The LEIF Brief: Water Innovation in Oil and Gas 2014 – Executive Summary

The LEIF Brief: Water Innovation in Oil and Gas 2014, in association with Global Corporate Venturing

The LEIF Brief: Water Innovation in Oil and Gas 2014 will be presented at ‘Venturing in the water- energy Nexus’, a round-table discussion and seminar in London on October 15th, and published soon thereafter by Global Corporate Venturing. The two main speakers on October 15th will be Wayne Evans, VP – Industrial Technology at Veolia Water Technologies, and Christopher Gasson, publisher of Global Water Intelligence.

If you’re an innovator or an investor in this area and you’d like to contribute or comment, or if you’d like to sponsor the report and/or attend the discussion, please contact tom.whitehouse@london-eif.com

Sponsored by: Veolia Water TechnologiesVeolia

Executive summary

The oil and gas industry urgently needs new technologies to solve its mounting water problems.

A growing array of technologies and entrepreneurs are responding with innovative new solutions.  Venture capital – including the corporate venture capital funds established by ‘big oil’ and the ‘family offices’ of successful industrialists – is therefore seeking out water technology investment opportunities.

This is a growth market

GWI reports that the global market for water management solutions and services in the oil and gas industry is worth $37.9 billion in 2014.The market for water-tech is growing globally:*

  • North America – This region will experience 13.9% annual growth in capital expenditure, making it the fastest growing region in the world. Continued expansion of SAGD production in Canada, and the booming development of tight oil resources in the US make this one of the most exciting areas for water technology providers.
  • East Asia/Pacific – Coal seam gas in Australia accounts for most of the growth in this region, pushing total capital expenditure to $1.1 billion in 2020. Advanced treatment technologies, including reverse osmosis, are already being employed. Additional water treatment plants are already planned to cope with the produced water volumes from Australia’s CSG-to-LNG export projects.
  • Middle East/North Africa – Projected increases in production in Iraq will require substantial investments in produced water treatment: expenditure is expected to reach $85 million by 2020, with an annual growth rate of 8.2%. Maintaining production levels in the Gulf Cooperation Council (GCC) countries will require the more efficient management of produced water. Expenditure across the Middle East/North Africa region is estimated to be $526 million in 2014.

 Investment appetite for water-tech is therefore growing, boosted by a high profile ‘good exit’ for venture investors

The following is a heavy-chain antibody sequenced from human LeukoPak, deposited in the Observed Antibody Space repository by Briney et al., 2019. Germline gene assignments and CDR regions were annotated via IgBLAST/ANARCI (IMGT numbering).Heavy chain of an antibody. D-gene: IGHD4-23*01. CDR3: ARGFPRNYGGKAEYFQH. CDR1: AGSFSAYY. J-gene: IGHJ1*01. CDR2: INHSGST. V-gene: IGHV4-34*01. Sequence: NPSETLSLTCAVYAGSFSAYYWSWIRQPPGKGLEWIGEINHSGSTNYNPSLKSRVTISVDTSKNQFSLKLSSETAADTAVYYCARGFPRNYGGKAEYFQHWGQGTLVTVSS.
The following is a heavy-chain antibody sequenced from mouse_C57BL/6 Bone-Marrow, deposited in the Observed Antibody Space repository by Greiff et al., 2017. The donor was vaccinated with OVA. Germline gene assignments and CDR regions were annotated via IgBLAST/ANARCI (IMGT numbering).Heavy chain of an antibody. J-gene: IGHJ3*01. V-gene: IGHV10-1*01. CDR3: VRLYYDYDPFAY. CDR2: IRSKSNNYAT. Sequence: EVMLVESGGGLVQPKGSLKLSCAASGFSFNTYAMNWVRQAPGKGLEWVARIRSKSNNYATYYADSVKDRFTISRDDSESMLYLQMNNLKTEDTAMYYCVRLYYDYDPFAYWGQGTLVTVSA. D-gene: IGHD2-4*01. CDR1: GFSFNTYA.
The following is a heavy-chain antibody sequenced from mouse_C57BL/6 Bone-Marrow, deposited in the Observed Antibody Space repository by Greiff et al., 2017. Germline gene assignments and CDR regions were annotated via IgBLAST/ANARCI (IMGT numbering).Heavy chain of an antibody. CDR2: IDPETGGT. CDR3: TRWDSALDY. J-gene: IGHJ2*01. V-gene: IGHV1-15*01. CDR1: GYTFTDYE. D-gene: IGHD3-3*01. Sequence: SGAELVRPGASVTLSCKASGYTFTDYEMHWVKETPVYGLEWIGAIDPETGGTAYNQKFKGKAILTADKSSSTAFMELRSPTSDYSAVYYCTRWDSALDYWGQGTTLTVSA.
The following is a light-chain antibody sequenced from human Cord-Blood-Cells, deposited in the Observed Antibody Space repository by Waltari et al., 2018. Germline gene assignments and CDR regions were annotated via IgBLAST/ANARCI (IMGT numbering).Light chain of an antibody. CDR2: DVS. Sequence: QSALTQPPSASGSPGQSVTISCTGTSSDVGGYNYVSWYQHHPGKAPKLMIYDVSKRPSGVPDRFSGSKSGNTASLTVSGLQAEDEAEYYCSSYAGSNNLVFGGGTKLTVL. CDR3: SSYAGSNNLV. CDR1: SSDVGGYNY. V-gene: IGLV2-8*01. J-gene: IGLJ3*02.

The sale of NanoH2O, a high efficiency desalination business that started life as a Stanford University spin-out, to South Korean conglomerate LG for $200m is a great confidence booster for the water-tech sector and a ‘good exit’ for its investors, who included Total Energy Ventures and BASF Venture Capital.

Desalination is hot

The majority of investment activity is in desalination and its sister industries, brine concentration, evaporation and crystallisation.

So is water-related chemical innovation

Chemical innovators are raising capital. New chemicals can eliminate or reduce water use in oil and gas extraction. But this can lead to new water treatment challenges when these chemicals reappear in the flow-back water.

And separation and recovery

Separation, recovery and disposal technologies that can isolate and recover toxic and/or valuable materials and chemical from oil and gas industries’ waste water are also getting investor attention.

Corporate venture capital and family office investors step up as mainstream (i.e. non-specialist) financial venture capital retreats

The most active investors in water-tech are corporate venture capitalists (owned by service providers and end-users) and specialist family offices and financial venture capitalists. Mainstream financial venture capital is not a significant force in water-tech investing.

Chinese coal-to-liquids and shale gas create new water-tech markets

China’s determination to convert its abundant and cheap coal to more valuable liquids and / or chemicals is creating a vast new market for water-tech, particularly in waste water recycling. Coal-to-liquids is very water-intensive, but China’s coal regions are very short of water. The same is true for its shale gas regions.

Synthetic biology has huge potential long term significance

Early stage technologies that are exciting investor interest include synthetic biology applications where there is the potential to make water ‘work harder’ in oil and gas extraction or to replace it, and to treat waste water in new novel ways.

Is Putin long on water-tech?

The Russia-Ukraine conflict is causing a change of heart about shale exploration among some European governments. This could in turn provide a long term boost to water-tech.

*GWI report: Water for Onshore Oil & Gas – Opportunities in produced water management, hydraulic fracturing & enhanced oil recovery

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